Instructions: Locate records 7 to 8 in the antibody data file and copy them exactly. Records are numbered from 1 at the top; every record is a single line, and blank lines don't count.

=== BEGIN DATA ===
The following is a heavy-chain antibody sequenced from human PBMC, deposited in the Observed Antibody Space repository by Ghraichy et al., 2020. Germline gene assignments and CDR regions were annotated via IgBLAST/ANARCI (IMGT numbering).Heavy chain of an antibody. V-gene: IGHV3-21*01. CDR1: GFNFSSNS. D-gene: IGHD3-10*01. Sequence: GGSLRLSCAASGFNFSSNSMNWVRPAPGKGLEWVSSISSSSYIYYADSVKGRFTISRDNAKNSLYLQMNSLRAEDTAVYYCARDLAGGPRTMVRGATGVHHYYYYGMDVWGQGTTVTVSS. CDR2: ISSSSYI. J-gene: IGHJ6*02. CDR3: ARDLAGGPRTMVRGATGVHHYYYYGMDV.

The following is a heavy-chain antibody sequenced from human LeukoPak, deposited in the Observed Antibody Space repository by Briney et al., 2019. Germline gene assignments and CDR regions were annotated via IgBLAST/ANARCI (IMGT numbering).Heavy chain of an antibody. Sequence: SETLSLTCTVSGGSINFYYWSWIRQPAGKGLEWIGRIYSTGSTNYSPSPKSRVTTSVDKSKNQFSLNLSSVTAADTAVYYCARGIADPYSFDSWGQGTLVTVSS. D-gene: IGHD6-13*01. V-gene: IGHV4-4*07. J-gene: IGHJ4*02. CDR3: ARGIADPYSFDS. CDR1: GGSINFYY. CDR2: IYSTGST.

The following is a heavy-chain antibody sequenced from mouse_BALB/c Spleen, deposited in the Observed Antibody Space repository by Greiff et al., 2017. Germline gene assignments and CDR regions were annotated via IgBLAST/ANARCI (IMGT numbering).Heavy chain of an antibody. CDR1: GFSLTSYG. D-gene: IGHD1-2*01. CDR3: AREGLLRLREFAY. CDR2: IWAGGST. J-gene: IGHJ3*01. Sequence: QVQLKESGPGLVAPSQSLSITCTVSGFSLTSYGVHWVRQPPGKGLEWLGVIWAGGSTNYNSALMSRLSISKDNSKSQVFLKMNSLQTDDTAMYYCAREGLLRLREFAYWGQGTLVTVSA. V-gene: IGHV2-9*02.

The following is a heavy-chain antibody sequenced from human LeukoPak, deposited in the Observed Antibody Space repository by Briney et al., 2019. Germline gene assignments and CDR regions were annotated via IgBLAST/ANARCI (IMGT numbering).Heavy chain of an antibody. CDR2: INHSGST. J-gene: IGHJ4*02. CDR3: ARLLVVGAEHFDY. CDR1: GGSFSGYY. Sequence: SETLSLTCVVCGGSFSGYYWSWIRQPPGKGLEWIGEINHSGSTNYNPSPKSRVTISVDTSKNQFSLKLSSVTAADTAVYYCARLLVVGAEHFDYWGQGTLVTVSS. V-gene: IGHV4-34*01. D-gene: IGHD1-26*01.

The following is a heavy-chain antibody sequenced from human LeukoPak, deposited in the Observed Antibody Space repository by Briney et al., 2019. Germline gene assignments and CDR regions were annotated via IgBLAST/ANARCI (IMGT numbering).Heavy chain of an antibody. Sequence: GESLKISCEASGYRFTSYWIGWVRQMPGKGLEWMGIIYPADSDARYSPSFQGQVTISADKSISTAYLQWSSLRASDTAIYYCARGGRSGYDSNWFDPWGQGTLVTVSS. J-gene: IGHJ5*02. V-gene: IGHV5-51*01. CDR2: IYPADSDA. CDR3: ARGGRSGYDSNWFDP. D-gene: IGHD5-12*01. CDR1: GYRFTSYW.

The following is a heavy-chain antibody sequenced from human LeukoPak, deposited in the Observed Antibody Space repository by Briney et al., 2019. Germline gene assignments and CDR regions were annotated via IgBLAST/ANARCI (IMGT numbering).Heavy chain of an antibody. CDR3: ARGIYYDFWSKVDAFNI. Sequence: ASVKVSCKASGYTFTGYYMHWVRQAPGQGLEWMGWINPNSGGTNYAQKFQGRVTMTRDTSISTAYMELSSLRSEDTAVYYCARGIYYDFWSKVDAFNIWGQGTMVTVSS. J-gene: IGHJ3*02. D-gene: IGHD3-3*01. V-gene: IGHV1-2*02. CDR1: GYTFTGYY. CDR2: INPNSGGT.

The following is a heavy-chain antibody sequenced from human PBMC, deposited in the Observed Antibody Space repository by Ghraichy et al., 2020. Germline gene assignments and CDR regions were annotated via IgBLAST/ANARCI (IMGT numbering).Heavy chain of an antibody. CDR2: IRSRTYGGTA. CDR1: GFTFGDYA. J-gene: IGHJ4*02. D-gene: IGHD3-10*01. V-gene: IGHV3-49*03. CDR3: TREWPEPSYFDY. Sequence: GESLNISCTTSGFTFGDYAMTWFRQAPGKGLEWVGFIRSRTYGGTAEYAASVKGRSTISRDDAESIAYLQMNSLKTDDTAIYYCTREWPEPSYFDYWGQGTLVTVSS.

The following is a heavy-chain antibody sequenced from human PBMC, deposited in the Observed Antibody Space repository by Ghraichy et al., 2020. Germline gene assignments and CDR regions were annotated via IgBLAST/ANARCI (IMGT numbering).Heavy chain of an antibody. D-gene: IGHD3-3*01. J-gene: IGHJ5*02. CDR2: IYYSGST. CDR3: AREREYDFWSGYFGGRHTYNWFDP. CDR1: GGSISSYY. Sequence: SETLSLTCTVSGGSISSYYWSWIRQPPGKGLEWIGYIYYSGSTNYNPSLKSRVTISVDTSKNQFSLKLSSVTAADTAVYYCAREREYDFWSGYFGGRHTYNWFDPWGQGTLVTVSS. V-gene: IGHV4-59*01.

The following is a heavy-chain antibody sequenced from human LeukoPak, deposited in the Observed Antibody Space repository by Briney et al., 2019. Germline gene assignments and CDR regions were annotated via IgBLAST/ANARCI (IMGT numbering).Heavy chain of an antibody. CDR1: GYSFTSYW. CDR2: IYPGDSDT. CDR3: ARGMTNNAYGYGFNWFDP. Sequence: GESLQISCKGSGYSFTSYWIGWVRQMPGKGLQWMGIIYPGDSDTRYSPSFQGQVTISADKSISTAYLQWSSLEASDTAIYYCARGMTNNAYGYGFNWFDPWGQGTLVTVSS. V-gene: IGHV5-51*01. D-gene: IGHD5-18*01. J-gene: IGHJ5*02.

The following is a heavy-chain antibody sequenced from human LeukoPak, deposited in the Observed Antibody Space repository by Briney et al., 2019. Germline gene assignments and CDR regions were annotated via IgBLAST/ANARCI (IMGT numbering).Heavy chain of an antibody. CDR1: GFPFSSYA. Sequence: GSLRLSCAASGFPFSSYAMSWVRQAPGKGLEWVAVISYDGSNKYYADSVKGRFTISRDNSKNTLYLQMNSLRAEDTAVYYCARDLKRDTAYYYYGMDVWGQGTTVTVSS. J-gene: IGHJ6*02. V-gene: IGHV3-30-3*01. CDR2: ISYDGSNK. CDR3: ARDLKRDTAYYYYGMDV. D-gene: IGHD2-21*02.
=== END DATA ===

The following is a heavy-chain antibody sequenced from human PBMC, deposited in the Observed Antibody Space repository by Ghraichy et al., 2020. Germline gene assignments and CDR regions were annotated via IgBLAST/ANARCI (IMGT numbering).Heavy chain of an antibody. CDR2: IRSRTYGGTA. CDR1: GFTFGDYA. J-gene: IGHJ4*02. D-gene: IGHD3-10*01. V-gene: IGHV3-49*03. CDR3: TREWPEPSYFDY. Sequence: GESLNISCTTSGFTFGDYAMTWFRQAPGKGLEWVGFIRSRTYGGTAEYAASVKGRSTISRDDAESIAYLQMNSLKTDDTAIYYCTREWPEPSYFDYWGQGTLVTVSS.

The following is a heavy-chain antibody sequenced from human PBMC, deposited in the Observed Antibody Space repository by Ghraichy et al., 2020. Germline gene assignments and CDR regions were annotated via IgBLAST/ANARCI (IMGT numbering).Heavy chain of an antibody. D-gene: IGHD3-3*01. J-gene: IGHJ5*02. CDR2: IYYSGST. CDR3: AREREYDFWSGYFGGRHTYNWFDP. CDR1: GGSISSYY. Sequence: SETLSLTCTVSGGSISSYYWSWIRQPPGKGLEWIGYIYYSGSTNYNPSLKSRVTISVDTSKNQFSLKLSSVTAADTAVYYCAREREYDFWSGYFGGRHTYNWFDPWGQGTLVTVSS. V-gene: IGHV4-59*01.